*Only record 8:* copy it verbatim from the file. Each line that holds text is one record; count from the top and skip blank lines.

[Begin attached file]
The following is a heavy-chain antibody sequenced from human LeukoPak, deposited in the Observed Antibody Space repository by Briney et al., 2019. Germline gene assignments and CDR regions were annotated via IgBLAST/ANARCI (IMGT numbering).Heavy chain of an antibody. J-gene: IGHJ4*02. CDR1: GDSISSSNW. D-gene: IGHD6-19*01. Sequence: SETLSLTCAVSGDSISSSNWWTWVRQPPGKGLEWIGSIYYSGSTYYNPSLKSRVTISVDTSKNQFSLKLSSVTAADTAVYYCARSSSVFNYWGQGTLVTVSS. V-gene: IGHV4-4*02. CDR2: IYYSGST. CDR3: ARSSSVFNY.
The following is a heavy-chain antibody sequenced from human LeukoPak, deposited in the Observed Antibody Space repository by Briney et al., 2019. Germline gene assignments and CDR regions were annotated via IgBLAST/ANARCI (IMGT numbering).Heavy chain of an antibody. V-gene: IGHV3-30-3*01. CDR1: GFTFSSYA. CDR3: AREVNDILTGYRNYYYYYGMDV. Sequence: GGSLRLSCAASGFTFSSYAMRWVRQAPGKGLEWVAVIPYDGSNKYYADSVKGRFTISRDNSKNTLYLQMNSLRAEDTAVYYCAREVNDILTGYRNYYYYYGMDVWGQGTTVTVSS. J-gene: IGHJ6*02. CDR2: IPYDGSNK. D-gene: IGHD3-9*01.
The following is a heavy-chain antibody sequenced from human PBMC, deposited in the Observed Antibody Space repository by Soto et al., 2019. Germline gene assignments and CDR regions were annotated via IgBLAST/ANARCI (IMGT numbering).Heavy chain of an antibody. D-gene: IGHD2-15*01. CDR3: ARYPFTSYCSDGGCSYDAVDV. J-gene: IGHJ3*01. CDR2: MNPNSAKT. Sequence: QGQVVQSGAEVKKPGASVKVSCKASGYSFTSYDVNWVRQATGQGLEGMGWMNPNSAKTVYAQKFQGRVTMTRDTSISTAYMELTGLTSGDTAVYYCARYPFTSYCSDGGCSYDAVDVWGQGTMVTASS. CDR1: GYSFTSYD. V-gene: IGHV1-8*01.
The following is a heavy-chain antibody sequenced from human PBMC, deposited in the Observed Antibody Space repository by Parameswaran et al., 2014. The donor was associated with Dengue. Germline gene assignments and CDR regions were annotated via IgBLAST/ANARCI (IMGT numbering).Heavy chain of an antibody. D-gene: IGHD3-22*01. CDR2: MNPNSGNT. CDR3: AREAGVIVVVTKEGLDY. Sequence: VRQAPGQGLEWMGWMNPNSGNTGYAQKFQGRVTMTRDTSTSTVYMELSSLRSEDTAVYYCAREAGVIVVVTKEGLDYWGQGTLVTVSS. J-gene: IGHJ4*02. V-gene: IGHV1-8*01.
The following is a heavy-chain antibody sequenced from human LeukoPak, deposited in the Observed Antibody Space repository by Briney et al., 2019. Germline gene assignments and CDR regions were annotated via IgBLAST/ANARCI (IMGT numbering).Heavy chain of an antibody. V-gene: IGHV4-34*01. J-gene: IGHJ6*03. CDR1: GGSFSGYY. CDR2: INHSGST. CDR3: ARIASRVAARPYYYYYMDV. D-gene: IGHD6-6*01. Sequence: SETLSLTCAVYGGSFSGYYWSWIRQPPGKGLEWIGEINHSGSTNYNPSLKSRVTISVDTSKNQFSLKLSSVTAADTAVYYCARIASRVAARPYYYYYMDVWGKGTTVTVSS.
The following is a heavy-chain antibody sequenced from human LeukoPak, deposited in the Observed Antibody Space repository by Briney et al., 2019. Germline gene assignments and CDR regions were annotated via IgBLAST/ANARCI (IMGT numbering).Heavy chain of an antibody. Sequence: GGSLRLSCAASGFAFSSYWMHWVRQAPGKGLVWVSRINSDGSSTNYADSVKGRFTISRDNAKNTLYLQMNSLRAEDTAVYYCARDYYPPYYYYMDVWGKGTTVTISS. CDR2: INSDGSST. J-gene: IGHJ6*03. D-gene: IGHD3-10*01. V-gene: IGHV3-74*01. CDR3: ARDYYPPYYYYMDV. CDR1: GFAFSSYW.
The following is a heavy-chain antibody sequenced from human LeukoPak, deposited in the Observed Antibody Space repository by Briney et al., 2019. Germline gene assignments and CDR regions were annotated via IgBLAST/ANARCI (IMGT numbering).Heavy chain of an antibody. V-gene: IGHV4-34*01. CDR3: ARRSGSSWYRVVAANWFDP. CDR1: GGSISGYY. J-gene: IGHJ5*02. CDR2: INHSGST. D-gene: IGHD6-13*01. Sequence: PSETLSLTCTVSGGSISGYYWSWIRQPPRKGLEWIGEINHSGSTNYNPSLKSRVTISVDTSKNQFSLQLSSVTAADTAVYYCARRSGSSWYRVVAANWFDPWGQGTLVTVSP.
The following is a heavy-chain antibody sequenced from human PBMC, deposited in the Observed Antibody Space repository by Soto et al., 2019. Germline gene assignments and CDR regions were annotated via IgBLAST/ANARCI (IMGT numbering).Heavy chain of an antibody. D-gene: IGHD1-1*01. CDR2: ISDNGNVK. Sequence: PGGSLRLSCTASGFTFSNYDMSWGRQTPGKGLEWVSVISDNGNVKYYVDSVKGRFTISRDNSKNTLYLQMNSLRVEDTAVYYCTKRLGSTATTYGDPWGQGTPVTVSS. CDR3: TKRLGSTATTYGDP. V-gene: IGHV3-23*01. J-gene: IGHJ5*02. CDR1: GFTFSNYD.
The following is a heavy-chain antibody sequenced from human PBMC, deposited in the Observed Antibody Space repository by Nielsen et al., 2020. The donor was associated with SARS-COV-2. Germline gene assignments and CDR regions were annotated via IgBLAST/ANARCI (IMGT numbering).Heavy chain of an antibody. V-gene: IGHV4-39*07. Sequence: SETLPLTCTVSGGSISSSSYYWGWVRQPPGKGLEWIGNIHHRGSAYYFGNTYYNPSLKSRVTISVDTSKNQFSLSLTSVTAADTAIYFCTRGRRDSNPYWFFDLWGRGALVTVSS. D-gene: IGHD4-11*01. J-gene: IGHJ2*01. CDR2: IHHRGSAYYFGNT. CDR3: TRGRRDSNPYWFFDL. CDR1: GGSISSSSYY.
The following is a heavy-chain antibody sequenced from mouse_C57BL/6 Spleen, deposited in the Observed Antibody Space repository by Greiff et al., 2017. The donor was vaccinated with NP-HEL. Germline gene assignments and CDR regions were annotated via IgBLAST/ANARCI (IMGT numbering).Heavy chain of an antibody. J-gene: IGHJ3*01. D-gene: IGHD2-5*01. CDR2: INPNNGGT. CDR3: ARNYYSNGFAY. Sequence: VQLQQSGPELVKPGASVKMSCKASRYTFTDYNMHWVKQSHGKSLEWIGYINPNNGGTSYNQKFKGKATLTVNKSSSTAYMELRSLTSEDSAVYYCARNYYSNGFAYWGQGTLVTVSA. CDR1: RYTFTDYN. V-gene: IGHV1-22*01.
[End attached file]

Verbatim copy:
The following is a heavy-chain antibody sequenced from human PBMC, deposited in the Observed Antibody Space repository by Soto et al., 2019. Germline gene assignments and CDR regions were annotated via IgBLAST/ANARCI (IMGT numbering).Heavy chain of an antibody. D-gene: IGHD1-1*01. CDR2: ISDNGNVK. Sequence: PGGSLRLSCTASGFTFSNYDMSWGRQTPGKGLEWVSVISDNGNVKYYVDSVKGRFTISRDNSKNTLYLQMNSLRVEDTAVYYCTKRLGSTATTYGDPWGQGTPVTVSS. CDR3: TKRLGSTATTYGDP. V-gene: IGHV3-23*01. J-gene: IGHJ5*02. CDR1: GFTFSNYD.